presided over the hearings, “recommended to the SRC that the SRC dismiss the matter withoutfurther hearing because [Dworetzky found that plaintiff] had not been demoted prior to hisretirement and had not been constructively discharged.” Because of his findings, Dworetzky didnot reach the merits of the allegations concerning plaintiff’s job performance or therecommendation of demotion contained in the August 14, 2009 letter signed by Ackerman andArchie. On June 15, 2011, the SRC — which at this time was comprised of, as relevant here,Dworetzky, Archie, McGregor-Armbrister, and Irizarry — voted unanimously to adopt thefindings of Commissioner Dworetzky and passed a Resolution stating that plaintiff had retiredfrom the School District effective June 30, 2009.Plaintiff then appealed that decision to the Secretary of Education. Migliore v. Sch.Dist. of Philadelphia, 2013 WL 3156533, at *3 (Pa. Commw. Ct. June 18, 2013), reargumentdenied (July 29, 2013), appeal denied, 84 A.3d 1066 (Pa. 2014). “After conducting a de novoreview, the Secretary, by order dated August 3, 2012, found that [plaintiff] was not demotedor constructively discharged, but rather that he had voluntarily retired. Thus, he denied[plaintiff’s] appeal.” Id.On August 29, 2012, plaintiff appealed the Secretary of Education’s order to theCommonwealth Court of Pennsylvania on several grounds, including “whether [his] dueprocess rights were violated . . . . ” Id. at *1. In an opinion issued on June 18, 2013, theCommonwealth Court held, in relevant part, that although plaintiff was “demoted in fact”when he was removed from his position as an assistant principal by the administrative staffwithout a prior SRC hearing, no state law violation had occurred because he voluntarilyresigned before a hearing could be held. Id. at *4-6. In addition, that court ruled thatbecause plaintiff was offered a hearing prior to his resignation, and because the SRC6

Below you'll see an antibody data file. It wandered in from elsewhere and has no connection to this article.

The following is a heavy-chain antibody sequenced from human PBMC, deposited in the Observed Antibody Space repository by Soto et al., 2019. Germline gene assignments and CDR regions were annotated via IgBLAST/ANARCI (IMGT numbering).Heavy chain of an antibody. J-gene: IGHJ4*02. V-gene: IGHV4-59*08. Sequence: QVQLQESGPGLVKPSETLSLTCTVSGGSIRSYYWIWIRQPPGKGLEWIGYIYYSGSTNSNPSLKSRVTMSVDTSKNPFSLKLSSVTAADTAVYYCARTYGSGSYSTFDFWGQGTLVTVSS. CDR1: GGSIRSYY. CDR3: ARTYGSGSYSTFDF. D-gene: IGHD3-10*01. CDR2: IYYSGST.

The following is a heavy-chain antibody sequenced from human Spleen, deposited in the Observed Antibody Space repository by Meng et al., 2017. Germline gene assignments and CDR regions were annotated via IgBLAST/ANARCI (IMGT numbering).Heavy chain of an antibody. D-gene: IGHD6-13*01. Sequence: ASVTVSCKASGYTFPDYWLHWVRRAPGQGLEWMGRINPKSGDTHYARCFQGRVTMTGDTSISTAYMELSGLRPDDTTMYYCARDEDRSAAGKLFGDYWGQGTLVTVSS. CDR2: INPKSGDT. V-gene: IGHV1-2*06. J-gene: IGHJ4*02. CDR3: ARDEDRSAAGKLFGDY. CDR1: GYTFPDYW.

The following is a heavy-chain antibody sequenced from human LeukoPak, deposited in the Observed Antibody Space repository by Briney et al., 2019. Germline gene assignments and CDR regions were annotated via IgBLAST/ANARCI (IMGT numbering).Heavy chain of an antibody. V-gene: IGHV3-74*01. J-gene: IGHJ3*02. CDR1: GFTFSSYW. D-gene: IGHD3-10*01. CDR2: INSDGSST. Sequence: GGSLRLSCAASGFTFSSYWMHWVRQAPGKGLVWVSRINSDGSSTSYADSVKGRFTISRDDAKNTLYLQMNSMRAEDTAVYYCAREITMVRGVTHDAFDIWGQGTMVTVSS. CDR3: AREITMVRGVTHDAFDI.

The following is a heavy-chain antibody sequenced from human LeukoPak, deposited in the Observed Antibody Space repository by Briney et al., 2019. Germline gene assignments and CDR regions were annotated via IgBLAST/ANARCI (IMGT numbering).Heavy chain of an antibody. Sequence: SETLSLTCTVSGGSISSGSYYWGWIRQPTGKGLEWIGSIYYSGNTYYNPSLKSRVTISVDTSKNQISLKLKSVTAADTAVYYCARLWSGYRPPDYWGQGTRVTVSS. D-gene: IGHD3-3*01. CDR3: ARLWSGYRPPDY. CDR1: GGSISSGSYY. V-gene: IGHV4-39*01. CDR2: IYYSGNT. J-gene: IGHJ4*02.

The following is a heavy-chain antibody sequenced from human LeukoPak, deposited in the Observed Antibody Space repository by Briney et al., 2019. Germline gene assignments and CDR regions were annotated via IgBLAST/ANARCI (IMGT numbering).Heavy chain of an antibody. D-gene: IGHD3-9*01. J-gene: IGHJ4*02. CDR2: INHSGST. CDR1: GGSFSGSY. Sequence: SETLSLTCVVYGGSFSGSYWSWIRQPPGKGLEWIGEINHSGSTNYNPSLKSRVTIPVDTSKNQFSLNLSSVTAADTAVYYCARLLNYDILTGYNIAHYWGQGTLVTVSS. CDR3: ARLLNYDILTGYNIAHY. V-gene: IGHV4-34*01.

eventually held hearings, “[plaintiff] was afforded due process.” Id. at *7. TheCommonwealth Court thus affirmed the order of the Secretary of Education. Id.During the pendency of his proceedings in state court, plaintiff filed the instant suitin this Court on June 20, 2011 against numerous defendants on the grounds that they retaliatedagainst him in violation of his free-speech rights, denied him due process, and failed to preventwrongful acts against him. Plaintiff and defendants filed cross-motions for summaryjudgment on September 17, 2012, and October 22, 2012, respectively. By Order andMemorandum dated August 12, 2013, the Court denied plaintiff’s Motion for SummaryJudgment and granted in part and denied in part defendants’ joint Motion for SummaryJudgment. The Court dismissed plaintiff’s due process and neglect to prevent claims, 3holding that “[t]he only claims remaining in the case are [plaintiff’s] First Amendmentclaims concerning his speeches and Book against all individual defendants in their personalcapacities.” Migliore, 2013 WL 4079650, at *12 (E.D. Pa. Aug. 12, 2013).On October 15, 2013 and November 6, 2013, defendants Joseph A. Dworetzky and theEstate of Arlene Ackerman, respectively, moved for judgment in their favor and against plaintiff,arguing that, in light of the Court’s August 12, 2013 Memorandum and Order, a reasonable jurorcould not find that they retaliated against plaintiff for exercising rights protected by the FirstAmendment. By Order dated June 17, 2014, the Court treated the Motions for Entry of Judgmentas Motions for Reconsideration of the Court’s August 12, 2013 Memorandum and Order, and3Plaintiff decided not to pursue his neglect to prevent claim under 42 U.S.C. § 1986.Accordingly, the Court did not consider that claim on the merits. With respect to plaintiff’s dueprocess claim, after concluding that “[a]ll elements of issue preclusion . . . ha[d] been satisfied,”the Court gave preclusive effect to the decision of the Commonwealth Court of Pennsylvania inMigliore, 2013 WL 3156533 (Pa. Commw. Ct. June 18, 2013), and held that plaintiff wastherefore “precluded from arguing in this action that his due process rights were violated.”Migliore v. Ackerman, No. 11-4018, 2013 WL 4079650, at *11 (E.D. Pa. Aug. 12, 2013).7

denied the Motions on the ground that they were “untimely and meritless.”Thereafter, on July 21, 2014, defendants Robert L. Archie, Jr., Denise McGregorArmbrister, and Johnny Irizarry — all former commissioners of the SRC — filed the instantMotion for Entry of Judgment in which defendant Joseph A. Dworetzky has joined.III.DISCUSSIONA.Preliminary Issue: Nature of the SRC Defendants’ MotionBefore the Court addresses the merits of the SRC defendants’ arguments, it must addressthe preliminary issue of which legal standard and procedural rule to apply to their Motion.Although styled as a “Motion for Entry of Judgment,” the SRC defendants’ Motion seeksreconsideration of the Court’s Memorandum and Order dated August 12, 2013. See Favia v. Ind.Univ. of Pa., 7 F.3d 332, 338 (3d Cir. 1993)